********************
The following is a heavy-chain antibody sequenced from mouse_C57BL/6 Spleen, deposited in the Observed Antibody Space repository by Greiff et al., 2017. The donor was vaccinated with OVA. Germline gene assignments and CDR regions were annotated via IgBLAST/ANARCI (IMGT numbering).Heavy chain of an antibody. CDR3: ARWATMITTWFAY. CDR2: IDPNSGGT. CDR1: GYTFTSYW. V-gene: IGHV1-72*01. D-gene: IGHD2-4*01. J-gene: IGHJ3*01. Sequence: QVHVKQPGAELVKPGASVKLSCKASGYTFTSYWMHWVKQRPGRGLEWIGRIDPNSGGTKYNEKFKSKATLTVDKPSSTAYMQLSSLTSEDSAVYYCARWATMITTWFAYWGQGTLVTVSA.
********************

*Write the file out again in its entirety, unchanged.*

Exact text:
The following is a heavy-chain antibody sequenced from mouse_C57BL/6 Spleen, deposited in the Observed Antibody Space repository by Greiff et al., 2017. The donor was vaccinated with OVA. Germline gene assignments and CDR regions were annotated via IgBLAST/ANARCI (IMGT numbering).Heavy chain of an antibody. CDR3: ARWATMITTWFAY. CDR2: IDPNSGGT. CDR1: GYTFTSYW. V-gene: IGHV1-72*01. D-gene: IGHD2-4*01. J-gene: IGHJ3*01. Sequence: QVHVKQPGAELVKPGASVKLSCKASGYTFTSYWMHWVKQRPGRGLEWIGRIDPNSGGTKYNEKFKSKATLTVDKPSSTAYMQLSSLTSEDSAVYYCARWATMITTWFAYWGQGTLVTVSA.